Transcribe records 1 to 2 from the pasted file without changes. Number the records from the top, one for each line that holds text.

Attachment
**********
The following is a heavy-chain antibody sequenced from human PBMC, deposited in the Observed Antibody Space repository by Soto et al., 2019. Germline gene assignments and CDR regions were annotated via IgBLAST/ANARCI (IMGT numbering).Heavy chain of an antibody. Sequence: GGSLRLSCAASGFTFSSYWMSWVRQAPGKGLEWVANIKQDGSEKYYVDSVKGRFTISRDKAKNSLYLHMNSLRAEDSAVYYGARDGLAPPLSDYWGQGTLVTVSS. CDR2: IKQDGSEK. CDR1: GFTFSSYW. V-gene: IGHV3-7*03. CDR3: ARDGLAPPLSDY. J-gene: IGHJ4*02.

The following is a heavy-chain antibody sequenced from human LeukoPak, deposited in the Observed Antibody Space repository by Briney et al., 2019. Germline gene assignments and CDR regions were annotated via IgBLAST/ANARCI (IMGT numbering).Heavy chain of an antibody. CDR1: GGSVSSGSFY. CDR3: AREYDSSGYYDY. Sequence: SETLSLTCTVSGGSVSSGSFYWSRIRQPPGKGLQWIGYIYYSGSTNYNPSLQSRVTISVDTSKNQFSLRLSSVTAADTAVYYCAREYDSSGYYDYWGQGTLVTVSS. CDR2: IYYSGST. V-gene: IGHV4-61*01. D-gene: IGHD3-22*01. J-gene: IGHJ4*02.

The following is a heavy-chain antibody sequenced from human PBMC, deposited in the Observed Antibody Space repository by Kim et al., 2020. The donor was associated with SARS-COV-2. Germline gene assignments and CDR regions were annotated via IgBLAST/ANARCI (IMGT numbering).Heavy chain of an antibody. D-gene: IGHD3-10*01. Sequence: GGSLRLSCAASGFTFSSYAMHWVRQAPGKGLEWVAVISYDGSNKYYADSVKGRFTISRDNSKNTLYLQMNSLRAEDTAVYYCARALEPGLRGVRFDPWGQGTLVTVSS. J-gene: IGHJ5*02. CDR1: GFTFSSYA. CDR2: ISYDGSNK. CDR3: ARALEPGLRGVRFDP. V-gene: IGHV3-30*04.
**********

The following is a heavy-chain antibody sequenced from human PBMC, deposited in the Observed Antibody Space repository by Soto et al., 2019. Germline gene assignments and CDR regions were annotated via IgBLAST/ANARCI (IMGT numbering).Heavy chain of an antibody. Sequence: GGSLRLSCAASGFTFSSYWMSWVRQAPGKGLEWVANIKQDGSEKYYVDSVKGRFTISRDKAKNSLYLHMNSLRAEDSAVYYGARDGLAPPLSDYWGQGTLVTVSS. CDR2: IKQDGSEK. CDR1: GFTFSSYW. V-gene: IGHV3-7*03. CDR3: ARDGLAPPLSDY. J-gene: IGHJ4*02.

The following is a heavy-chain antibody sequenced from human LeukoPak, deposited in the Observed Antibody Space repository by Briney et al., 2019. Germline gene assignments and CDR regions were annotated via IgBLAST/ANARCI (IMGT numbering).Heavy chain of an antibody. CDR1: GGSVSSGSFY. CDR3: AREYDSSGYYDY. Sequence: SETLSLTCTVSGGSVSSGSFYWSRIRQPPGKGLQWIGYIYYSGSTNYNPSLQSRVTISVDTSKNQFSLRLSSVTAADTAVYYCAREYDSSGYYDYWGQGTLVTVSS. CDR2: IYYSGST. V-gene: IGHV4-61*01. D-gene: IGHD3-22*01. J-gene: IGHJ4*02.